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Groton Town police chief granted leave

By Deborah Straszheim

Published December 17. 2013 1:00PM   Updated December 18. 2013 7:37AM

Groton — Town Police Chief Michael Crowley has been granted a leave and has been out since Dec. 10, Town Manager Mark Oefinger confirmed Tuesday.

"I had a meeting with him (last) Tuesday afternoon; it was a voluntary request that was granted and it was effective immediately to address a personal issue," Oefinger said.

In Connecticut, municipal employees are entitled to up to 12 weeks of family medical leave.

"I just hope for the best for him," Town Councilor Joe de la Cruz said.

Deputy Chief Steven Smith has assumed the responsibilities of the chief's position in Crowley's absence.

Councilor Heather Bond Somers said it is a private matter and the department will continue to run well.

"You have seasoned, experienced staff to step up in his absence, and things will continue to run smoothly," she said.

Councilor Genevieve Cerf said she did not know what prompted the request, but said, "I certainly want to respect his privacy."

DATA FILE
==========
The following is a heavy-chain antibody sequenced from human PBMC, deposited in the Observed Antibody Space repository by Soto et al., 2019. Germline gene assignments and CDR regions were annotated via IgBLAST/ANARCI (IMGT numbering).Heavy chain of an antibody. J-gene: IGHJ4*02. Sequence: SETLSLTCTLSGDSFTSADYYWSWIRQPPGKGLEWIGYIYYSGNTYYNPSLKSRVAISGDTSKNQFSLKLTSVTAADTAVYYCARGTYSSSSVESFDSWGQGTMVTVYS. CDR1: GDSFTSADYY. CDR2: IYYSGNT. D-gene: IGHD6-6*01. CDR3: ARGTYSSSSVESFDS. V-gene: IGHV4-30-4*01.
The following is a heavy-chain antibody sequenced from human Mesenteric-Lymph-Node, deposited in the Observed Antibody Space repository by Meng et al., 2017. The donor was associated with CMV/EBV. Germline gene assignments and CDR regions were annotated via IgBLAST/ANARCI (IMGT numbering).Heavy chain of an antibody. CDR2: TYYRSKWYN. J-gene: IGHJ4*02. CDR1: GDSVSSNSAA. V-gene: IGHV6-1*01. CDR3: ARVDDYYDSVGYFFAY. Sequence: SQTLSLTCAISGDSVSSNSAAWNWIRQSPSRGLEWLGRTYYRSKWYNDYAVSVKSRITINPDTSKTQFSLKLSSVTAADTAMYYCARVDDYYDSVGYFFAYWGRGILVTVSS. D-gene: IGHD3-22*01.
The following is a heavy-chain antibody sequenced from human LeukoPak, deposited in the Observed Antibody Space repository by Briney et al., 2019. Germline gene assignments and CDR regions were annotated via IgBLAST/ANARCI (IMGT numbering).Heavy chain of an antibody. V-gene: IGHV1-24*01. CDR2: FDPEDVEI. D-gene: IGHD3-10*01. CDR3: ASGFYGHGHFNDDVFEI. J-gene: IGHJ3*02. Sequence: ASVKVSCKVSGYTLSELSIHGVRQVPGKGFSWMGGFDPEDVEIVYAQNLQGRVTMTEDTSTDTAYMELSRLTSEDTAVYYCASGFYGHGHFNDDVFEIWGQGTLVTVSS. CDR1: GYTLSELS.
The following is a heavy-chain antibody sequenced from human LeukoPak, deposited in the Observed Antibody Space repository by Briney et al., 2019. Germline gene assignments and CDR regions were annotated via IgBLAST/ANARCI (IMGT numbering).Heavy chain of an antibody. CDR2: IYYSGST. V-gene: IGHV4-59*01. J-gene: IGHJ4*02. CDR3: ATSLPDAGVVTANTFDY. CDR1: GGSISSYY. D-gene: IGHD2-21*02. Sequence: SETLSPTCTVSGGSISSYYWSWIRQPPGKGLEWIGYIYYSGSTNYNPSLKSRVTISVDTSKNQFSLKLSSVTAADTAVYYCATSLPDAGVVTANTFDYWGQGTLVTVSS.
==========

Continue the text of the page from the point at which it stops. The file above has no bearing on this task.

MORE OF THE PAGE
Councilor Bruce Flax said he hopes the chief is able to resolve whatever issue caused him to take the leave and that he comes back soon.

Crowley, who lives in Mystic and has an unlisted phone number, could not be reached Tuesday morning.

The Council Committee of the Whole canceled a meeting that was scheduled today in the Town Hall Annex. The meeting was rescheduled to Tuesday.

Crowley has served 28 years on the Groton force and was sworn in as chief in October 2011.

He has had a highly decorated career in Groton. He served on statewide drug task forces, was a member of the dive team and bike patrol and graduated from the FBI National Academy, an invitation-only training program for law enforcement officers.

He grew up in Worcester, Mass., and served three years as a patrol officer in Hartford before coming to Groton. He then rose through the ranks before becoming deputy chief in 2005.

During his swearing in as chief, his comments focused on the virtues of police work.

"It's a team effort," Crowley said at the time. "I believe this is a noble and honorable profession."

He has led the department since May 2011, when former Chief Kelly Fogg retired.


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